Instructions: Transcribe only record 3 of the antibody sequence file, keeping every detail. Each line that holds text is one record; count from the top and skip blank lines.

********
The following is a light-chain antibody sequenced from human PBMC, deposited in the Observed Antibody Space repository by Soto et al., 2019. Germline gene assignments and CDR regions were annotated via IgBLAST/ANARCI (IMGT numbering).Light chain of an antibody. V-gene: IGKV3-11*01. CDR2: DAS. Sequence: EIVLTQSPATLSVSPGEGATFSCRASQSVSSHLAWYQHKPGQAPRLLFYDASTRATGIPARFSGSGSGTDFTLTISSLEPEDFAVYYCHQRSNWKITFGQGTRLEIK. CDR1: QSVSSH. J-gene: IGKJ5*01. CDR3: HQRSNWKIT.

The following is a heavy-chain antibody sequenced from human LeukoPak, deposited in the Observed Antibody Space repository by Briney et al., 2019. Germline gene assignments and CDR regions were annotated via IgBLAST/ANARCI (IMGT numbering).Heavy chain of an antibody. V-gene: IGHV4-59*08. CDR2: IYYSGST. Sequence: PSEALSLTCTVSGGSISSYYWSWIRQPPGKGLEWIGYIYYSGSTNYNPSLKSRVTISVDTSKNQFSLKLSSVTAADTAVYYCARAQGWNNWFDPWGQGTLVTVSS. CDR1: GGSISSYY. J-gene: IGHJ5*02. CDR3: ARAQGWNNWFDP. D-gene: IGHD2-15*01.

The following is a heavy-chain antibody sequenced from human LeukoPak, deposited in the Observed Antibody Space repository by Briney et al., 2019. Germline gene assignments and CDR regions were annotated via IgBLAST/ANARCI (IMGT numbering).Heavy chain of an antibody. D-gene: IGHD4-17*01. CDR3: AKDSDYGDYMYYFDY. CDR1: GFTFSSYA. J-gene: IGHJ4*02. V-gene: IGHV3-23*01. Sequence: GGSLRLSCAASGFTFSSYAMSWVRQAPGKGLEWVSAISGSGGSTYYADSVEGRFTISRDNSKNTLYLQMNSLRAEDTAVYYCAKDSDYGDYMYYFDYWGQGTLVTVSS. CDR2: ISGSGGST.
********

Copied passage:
The following is a heavy-chain antibody sequenced from human LeukoPak, deposited in the Observed Antibody Space repository by Briney et al., 2019. Germline gene assignments and CDR regions were annotated via IgBLAST/ANARCI (IMGT numbering).Heavy chain of an antibody. D-gene: IGHD4-17*01. CDR3: AKDSDYGDYMYYFDY. CDR1: GFTFSSYA. J-gene: IGHJ4*02. V-gene: IGHV3-23*01. Sequence: GGSLRLSCAASGFTFSSYAMSWVRQAPGKGLEWVSAISGSGGSTYYADSVEGRFTISRDNSKNTLYLQMNSLRAEDTAVYYCAKDSDYGDYMYYFDYWGQGTLVTVSS. CDR2: ISGSGGST.